Shutdown could hinder infrastructure projects, permits

Source: By E.A. Crunden, E&E News • Posted: Thursday, September 28th, 2023

Concerns are mounting over impacts of a possible federal government shutdown on critical infrastructure projects and permitting activities. The White House has confirmed that certain permitting work overseen by EPA and the Department of the Interior would be impacted if a freeze were to go on for any meaningful period of time. Even if a shutdown is momentary, the preparation involved for the possibility of such an event can drain resources and time.

Wind power industry drifts off course

Source: By y Nina Chestney, Reuters • Posted: Thursday, September 28th, 2023

A perfect storm of supply chain delays, design flaws and higher costs in the offshore wind industry has put dozens of projects at risk of not being delivered in time for countries to meet climate goals, industry executives, investors and analysts said. The race to reduce reliance on fossil fuels is putting pressure on manufacturers and supply chains to keep pace with demand for more clean energy, especially in the European Union which is finalising a legally binding goal to produce 42.5% of energy from renewables by 2030.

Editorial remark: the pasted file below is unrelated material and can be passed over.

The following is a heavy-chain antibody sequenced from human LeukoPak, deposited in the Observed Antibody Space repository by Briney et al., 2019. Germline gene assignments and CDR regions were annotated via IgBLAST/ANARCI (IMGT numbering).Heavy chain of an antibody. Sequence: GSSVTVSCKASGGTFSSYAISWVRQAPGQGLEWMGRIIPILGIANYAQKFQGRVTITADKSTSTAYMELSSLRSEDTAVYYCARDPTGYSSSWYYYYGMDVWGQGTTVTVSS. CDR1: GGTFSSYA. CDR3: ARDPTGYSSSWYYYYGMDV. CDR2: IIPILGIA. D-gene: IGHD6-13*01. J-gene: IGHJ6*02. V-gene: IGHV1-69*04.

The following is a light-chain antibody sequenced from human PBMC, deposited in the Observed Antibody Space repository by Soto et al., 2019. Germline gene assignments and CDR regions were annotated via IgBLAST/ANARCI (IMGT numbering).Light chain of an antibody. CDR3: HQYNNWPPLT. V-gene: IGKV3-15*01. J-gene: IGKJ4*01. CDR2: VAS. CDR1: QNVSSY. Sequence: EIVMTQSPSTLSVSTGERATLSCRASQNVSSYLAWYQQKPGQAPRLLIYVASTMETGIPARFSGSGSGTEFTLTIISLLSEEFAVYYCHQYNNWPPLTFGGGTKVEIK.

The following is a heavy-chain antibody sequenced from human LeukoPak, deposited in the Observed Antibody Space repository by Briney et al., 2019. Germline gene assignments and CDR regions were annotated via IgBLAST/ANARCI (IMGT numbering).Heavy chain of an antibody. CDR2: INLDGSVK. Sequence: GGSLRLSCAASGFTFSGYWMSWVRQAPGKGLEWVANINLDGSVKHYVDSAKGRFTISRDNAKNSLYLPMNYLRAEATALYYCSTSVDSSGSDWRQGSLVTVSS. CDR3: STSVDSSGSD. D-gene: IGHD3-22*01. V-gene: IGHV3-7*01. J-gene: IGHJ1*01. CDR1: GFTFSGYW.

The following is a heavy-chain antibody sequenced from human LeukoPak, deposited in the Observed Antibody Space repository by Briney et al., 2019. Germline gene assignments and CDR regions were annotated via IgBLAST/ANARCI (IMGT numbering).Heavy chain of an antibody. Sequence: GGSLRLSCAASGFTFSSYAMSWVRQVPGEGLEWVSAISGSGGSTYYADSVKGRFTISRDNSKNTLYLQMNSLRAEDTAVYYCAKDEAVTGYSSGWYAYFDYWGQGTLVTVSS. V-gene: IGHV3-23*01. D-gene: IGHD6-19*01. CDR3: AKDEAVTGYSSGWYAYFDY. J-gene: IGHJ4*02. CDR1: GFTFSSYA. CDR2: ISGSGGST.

Projects Could Power 18 Million American Homes With Offshore Wind Energy

Source: By U.S. Department of Energy • Posted: Thursday, September 28th, 2023

The U.S. offshore wind energy project development and operational pipeline reached a potential generating capacity of 52,687 megawatts (MW) at the end of May 2023, according to a National Renewable Energy Laboratory (NREL) analysis recently released in the Offshore Wind Market Report: 2023 Edition. If fully developed, these projects would be enough to power more than 18 millionAmerican homes.

Ford battery plant delay emboldens Hill critics

Source: By Hannah Northey, E&E News • Posted: Wednesday, September 27th, 2023